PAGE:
My aim, though is to compare significant similarities, which would give me confidence and inspiration to develop whatever method helps me build a peaceful, efficient mind. Vipassana meditation uses body sensations as the third support for the double nature of the mind. One of its most practiced exercises is focusing on the breath. When you are caught up in sterile thinking, that trick is marvellous.

Samatha has a very similar approach, and it is considered within Gelugpa tradition as a training to improve ones concentration. Who doesn’t need to develop a stronger concentration? Please raise your hand.

Finally, Dzogchen stands for “great perfection”, the natural, innate state of the mind. You’ll find similar definitions within Advaita Vedanta, an Hindu philosophical school of thought.

I know that I’ve just thrown at you a bunch of complicated names and nebulous definitions. I might have not been able to explain anything valuable to you, yet this is not something easy to grasp, and I warmly invite you to dig deeper. Give it a try.

I dedicated much energy to discover what that “natural, innate” state of the mind means. It seemed very promising, as it was claimed to be the source of peace and joy. And it was there already, so I just had to remove stuff, and not do add anything. So I tried to follow some masters’ instructions, and finally had my unexplainable mystical experience. If that ever happened to you, you may understand a friend of mine, who famously stated:

once, during an high school lesson, I saw the infinite. I tried to explain my epiphany to the teacher, but she wasn’t as amazed as I expected.

You see, thousands of years have passed, yet some basic human experiences remain unchallenged. All the scientific research we are doing is certainly giving us a better grasp on those experiences, yet far from being ultimate and complete. I believe that until than – if any scientific truth may ever be pronounced on the topic | uh-uh, maybe not, as science is supposed to be a fluid stream of knowledge – anyone should be faithful to his personal experience.

What that mystical experience has taught me, which I find every day in my mindfulness practice, is that there is something else outside the mind we are daily used to. That gives me a lot of freedom. If we think at concepts as concrete objects, there must be a container to hold them together. I compare doublethink to black and white marbles, and mindfulness as its repository.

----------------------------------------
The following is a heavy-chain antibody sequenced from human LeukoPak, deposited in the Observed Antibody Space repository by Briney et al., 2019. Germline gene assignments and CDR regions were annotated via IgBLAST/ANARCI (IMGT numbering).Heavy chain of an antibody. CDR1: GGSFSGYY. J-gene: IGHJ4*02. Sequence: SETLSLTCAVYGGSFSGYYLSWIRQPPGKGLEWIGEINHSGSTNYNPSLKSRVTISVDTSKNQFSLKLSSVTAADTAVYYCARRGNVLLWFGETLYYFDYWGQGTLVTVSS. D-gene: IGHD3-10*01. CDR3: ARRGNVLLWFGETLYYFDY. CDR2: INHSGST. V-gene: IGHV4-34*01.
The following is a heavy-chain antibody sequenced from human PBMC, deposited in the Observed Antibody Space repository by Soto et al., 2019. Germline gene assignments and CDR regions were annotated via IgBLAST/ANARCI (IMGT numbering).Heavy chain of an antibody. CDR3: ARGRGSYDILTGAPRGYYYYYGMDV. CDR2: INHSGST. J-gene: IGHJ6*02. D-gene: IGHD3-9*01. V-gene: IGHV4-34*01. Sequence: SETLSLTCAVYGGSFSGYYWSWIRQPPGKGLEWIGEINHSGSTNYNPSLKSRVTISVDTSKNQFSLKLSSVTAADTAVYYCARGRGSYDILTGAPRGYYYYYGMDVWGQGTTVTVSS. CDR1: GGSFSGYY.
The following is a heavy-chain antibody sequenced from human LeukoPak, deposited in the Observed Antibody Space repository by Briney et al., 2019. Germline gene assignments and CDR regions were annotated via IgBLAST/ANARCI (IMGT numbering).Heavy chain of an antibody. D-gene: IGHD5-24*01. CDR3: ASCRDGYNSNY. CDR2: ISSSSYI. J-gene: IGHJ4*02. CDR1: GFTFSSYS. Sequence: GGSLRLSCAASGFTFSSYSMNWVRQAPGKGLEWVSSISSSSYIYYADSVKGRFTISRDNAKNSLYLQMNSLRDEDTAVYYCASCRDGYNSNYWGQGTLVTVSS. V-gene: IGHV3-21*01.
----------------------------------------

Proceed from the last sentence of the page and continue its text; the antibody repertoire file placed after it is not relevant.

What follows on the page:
To be successful and live peacefully, we need to both dream and deal with worst-case scenarios. Once the framework is set, it ain’t so difficult. We have to be comfortable with our identity of containers to harness the power of doublethink. We have to be acquainted with mindfulness practice to be able to hold a fluid identity and take advantage of changing circumstances.


If this article has inspired you to dig just a little deeper, I consider my job done. Until next time, thanks for reading!

Personal Development, Ph. D.

Passion. Rejection. Awe. It is not a medieval love affair. It is a story about me and science. Holy teen ages.

While studying in Russia, the self-made weekly schedule almost looked like this: 4hours math, 7hours physics, 3hours chemistry. Mates didn’t call me Stephen. Scientific subjects were easier to understand due to latin terminology, and this is the main reason I took these classes so frequently. But I liked them very much. It was fascinating: Abstract thinking had to reason with physical evidence.

Once I came back home, I got in touch with the local hippy, willing-to-be-holistic community. They talked about quantum physics as a way to hack the traditional thinking. That which leaved no space for miracles. Woo woo, you might yell. At that time I was hungry to delve into that hopeful worldview.

Hunger kept me alive. Yes, I proudly wore my pink glasses. People kept asking a ton of grounded objections: Why isn’t alternative medicine healing everybody? How is that scientific community did not accept some supposedly “revolutionary discoveries”? I couldn’t ignore them.

I got stuck for a while. Folks I hung out with were beautiful, yet regrettably undertrained at critical thinking. I could not reject them, for I got acquainted enough with mystery to understand that something had to be solved. I stepped away into the unknown, looking for a light to switch on.

One day, an NPR post shared by the stunning Skeptics’ Guide To The Universe hit my FB timeline. I was relieved and not alone. I met Marcelo Gleiser.

It’s as if scientific issues are simply matters of opinion — and not the product of a very thorough process of consensus-building among technically trained people.

While visiting the dentist during the yearly check-up, it is more likely to talk about the next Armageddon, rather than teething business. Why is that?

That’s what’s happening, a drive toward a subjective take on science — the polar opposite of what science stands for: A way of extracting universal truths about the natural world through a detailed process of observation and data analysis.